Title lenders offer short-term loans while holding your vehicle’s title as collateral. The lender appraises the vehicle’s value and offers to lend up to a certain percentage of that value, usually 25% to 50%. Title loan balances can be much larger than payday loan balances, in some cases reaching as high as $10,000. A typical title loan term is 30 days, with the average interest charge around 25%. This means that a standard title loan APR is 300%.
Like payday lenders, title lenders impose the biggest expenses when you fail to repay the loan on time. If you are lucky, the lender might offer to roll the loan into a new 30-day term, levying a new finance charge and usually a penalty charge on top of that. If you are not so lucky, the lender may repossess your car and sell it to pay off your loan.
Obtaining a title loan generally requires you to show up in person since the lender must appraise your vehicle. Mobile title lenders do exist but almost always charge extra to come to you.
Because a payday loan is unsecured, lenders are known for using aggressive methods to collect late payments. These tactics include incessant phone calls, intimidating letters, and threats of litigation.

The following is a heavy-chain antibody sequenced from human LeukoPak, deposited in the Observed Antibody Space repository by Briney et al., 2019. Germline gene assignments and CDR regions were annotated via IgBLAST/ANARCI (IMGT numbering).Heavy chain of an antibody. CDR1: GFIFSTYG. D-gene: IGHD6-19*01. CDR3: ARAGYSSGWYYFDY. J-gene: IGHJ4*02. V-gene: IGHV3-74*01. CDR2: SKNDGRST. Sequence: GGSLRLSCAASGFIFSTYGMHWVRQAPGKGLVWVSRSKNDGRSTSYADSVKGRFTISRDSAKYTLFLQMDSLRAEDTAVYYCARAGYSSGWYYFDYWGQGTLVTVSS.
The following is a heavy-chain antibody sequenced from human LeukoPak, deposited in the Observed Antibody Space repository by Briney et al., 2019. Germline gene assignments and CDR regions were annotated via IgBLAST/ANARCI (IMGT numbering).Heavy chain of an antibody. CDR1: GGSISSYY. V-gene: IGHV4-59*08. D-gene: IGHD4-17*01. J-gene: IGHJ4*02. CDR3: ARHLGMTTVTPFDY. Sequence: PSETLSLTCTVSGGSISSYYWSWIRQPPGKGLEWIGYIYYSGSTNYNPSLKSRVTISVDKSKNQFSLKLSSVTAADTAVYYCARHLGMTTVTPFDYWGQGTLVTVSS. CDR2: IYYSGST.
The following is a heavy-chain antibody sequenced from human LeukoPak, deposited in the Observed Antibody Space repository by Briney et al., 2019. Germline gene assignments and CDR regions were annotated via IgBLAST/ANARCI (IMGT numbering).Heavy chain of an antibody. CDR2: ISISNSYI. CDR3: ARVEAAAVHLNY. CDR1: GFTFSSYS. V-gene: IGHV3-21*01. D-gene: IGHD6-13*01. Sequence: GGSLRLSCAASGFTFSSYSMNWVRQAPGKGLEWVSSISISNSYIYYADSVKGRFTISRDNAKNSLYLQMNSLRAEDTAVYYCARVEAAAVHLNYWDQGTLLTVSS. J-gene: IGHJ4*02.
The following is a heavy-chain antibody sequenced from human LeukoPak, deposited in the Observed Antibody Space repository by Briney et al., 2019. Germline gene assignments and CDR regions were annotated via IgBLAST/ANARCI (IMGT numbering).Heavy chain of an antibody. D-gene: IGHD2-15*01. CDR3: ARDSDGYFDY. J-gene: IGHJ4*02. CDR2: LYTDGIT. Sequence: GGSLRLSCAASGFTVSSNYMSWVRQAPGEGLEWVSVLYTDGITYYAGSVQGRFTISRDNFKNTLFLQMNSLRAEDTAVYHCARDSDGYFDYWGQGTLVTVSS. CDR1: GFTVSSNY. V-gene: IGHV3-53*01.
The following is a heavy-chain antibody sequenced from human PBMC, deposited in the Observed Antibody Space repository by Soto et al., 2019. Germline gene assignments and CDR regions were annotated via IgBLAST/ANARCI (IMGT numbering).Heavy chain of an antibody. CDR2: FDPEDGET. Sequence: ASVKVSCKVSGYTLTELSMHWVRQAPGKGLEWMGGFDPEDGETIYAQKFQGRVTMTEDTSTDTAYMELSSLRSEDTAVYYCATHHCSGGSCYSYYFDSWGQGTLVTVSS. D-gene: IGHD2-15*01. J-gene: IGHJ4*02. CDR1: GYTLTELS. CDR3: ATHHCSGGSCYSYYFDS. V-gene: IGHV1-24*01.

Classifying one loan or the other as “better” is fraught with difficulty, as both payday loans and title loans tend to take a precarious financial situation and make it worse. Payday loans pose less risk of losing personal property, while title loans feature slightly lower (though still rapaciously high) interest rates and allow for more significant loan amounts.
If facing an unexpected expense and low on funds, better methods to raise money include selling items you no longer need, asking your employer for an advance on your next paycheck, or, if possible, using a credit card.
While credit cards receive a bad rap for having high-interest rates, their rates are a tiny fraction of what you end up paying for a payday loan or title loan. Moreover, many credit cards charge no interest at all if you pay them off within 30 days.
How Is a Title Loan Different From a Payday Loan?
Like payday loans, title loans are carry a great deal of risk and offer little to a borrower other than quick access to cash. Title loans, however, do differ from their payday counterparts in the following regards:
- They usually offer a (comparatively) lower interest rate.
- It’s possible to borrow larger amounts of money.
- A vehicle’s title is held as collateral, allowing the lender to repossess said vehicle if a borrower defaults on their loan.
- The term period is usually 30 days.
What Are Two Dangers of Using a Payday Loan or Title Loan?
Although there are many differences between payday loans and title loans, two of the greatest risks that they share are exorbitant interest rates and generally unfavorable loan terms for the borrower.
Can Title Loans Mess Up Your Credit?
In most cases, a title loan actually won’t affect your credit score, as title lenders typically don’t run a credit check when you apply. If you default on your title loan, the lender will usually repossess your vehicle and sell it, so they won’t need to report the delinquency or sell the debt to a collection agency.